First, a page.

7. Limit marketing exposure. Try to avoid going to the mall with your kids or watching TV commercials that will only make them want what they don’t have. Kids are constantly asking for new things so have them keep a list of what they want throughout the year. This teaches them to be patient and gives them time to decide what they really want.
8. Encourage your kids to donate THEIR things. Our kids have such generous people in their lives that they will never want for anything. Every few months we have our kids go through their clothes and toys and choose at least 4 things they want to give to kids who are less fortunate than us. Then I bring the boys to Goodwill and they see me give the toys to others who need them more than us. It helps them to give someone else something that they cared about or played with. We also had our kids choose which Halloween candy they really wanted to keep and then donated the rest to a dentist office that sends the candy to U.S. troops fighting overseas. My four-year old son walked out of the dentist office asking what else he can do to help people!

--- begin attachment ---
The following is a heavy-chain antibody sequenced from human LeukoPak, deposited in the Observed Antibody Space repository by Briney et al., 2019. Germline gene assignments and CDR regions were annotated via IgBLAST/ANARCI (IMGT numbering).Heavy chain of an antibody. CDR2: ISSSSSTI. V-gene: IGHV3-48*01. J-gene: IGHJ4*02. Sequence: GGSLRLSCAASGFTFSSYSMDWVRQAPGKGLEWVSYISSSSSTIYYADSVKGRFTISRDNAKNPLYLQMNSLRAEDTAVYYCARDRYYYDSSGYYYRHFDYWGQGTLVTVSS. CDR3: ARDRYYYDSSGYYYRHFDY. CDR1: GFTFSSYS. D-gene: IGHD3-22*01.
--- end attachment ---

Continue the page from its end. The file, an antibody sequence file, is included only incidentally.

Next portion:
9. Encourage kids to help others. It can be as simple as helping an elderly neighbor or buying food at the grocery store for the food shelf. We signed our son up to help pack food for families in need at Feed My Starving Children (FMSC) when he turns five. FMSC does a great job of showing videos of the living conditions of those in need and explaining how much the food can help. Our son’s preschool participates in Operation Christmas Child. Each child is given a shoebox and told to fill it with clothes and toys with a boy or girl in mind of a certain age. He was so excited to find a fun ‘wow’ toy the little boy would be excited to play with and a shirt that he would like wearing. It was a great opening to talk about how there are others less fortunate than us and kids who do not have basic necessities like a warm house, car, or enough money to buy food let alone toys.
Teaching kids to be grateful is going to be a long, bumpy road but the sooner you start the easier it will be. We all want to know we raised someone who is going to enrich the world, not some entitled brat who expects things to be handed to them. Work at it and you will reap the rewards!
What do you do to make sure your kids are grateful for all they have?